Dear Parishioners and Friends,
If anyone asks about your faith, your first words can point directly to Jesus Christ as Lord and Savior. To live is Christ! (Phil. 1:21) But once that’s established, they may want to know something about the kind of church to which you belong. Do you have an elevator statement ready to answer them?
The description of the Ordinariate worship at this past week’s National Catholic Prayer Breakfast is helpful background. Here’s what it said:
Mass will be celebrated according to Divine Worship, a form of the Mass approved by the Holy See specifically for the Ordinariate. Clearly part of the Roman Rite, Divine Worship also accommodates language, ritual, and gestures that express the Anglican liturgical tradition, albeit now in full communion with the Catholic Church. This form of the Mass has its roots in the Sarum Usage approved for use in and around Salisbury Cathedral in the 11th century which heavily influenced the first Anglican Book of Common Prayer in 1549. Pope Francis approved the Ordinariate Missal for Mass in 2015.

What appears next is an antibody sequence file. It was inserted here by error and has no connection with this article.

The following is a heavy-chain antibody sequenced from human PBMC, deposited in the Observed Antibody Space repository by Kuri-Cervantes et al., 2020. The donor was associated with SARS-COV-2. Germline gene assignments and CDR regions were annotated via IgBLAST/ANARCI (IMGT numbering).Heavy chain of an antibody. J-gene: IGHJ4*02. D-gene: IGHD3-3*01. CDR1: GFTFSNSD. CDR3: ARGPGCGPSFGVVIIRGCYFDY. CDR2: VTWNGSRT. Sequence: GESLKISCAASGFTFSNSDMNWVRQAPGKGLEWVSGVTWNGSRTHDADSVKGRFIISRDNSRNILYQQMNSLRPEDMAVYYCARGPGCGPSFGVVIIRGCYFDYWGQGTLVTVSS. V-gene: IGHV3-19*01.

That’s a summary worth keeping in your back pocket. However, know your audience and what matters most. If our first goal is to know Christ and to make him known, then how do we do that? Simply like this: we lift up Christ in the beauty of holiness.
That’s our parish mission statement because it’s both accessible and deep. The beauty of holiness begins in worship and flows through every aspect of our lives. You can share that concept in a moment or discuss it for an hour. This is why:
- We have reverent worship,\
- We embrace God’s Word, and
- We build community with the entire family.
You might add one more thing. We bring forward the roots of the faith with newness and vitality. Christ is best known not by accommodating culture or reinventing the wheel but by standing on the shoulders of those who have gone before us. Non nova sed nove, I like to say. “Not new but with newness.”
That’s all most people need to know until they’re interested in the distinctive aspects of our worship—when the longer description quoted above can help.
Of course, you have a lot more to say, but this is for the elevator. Going up!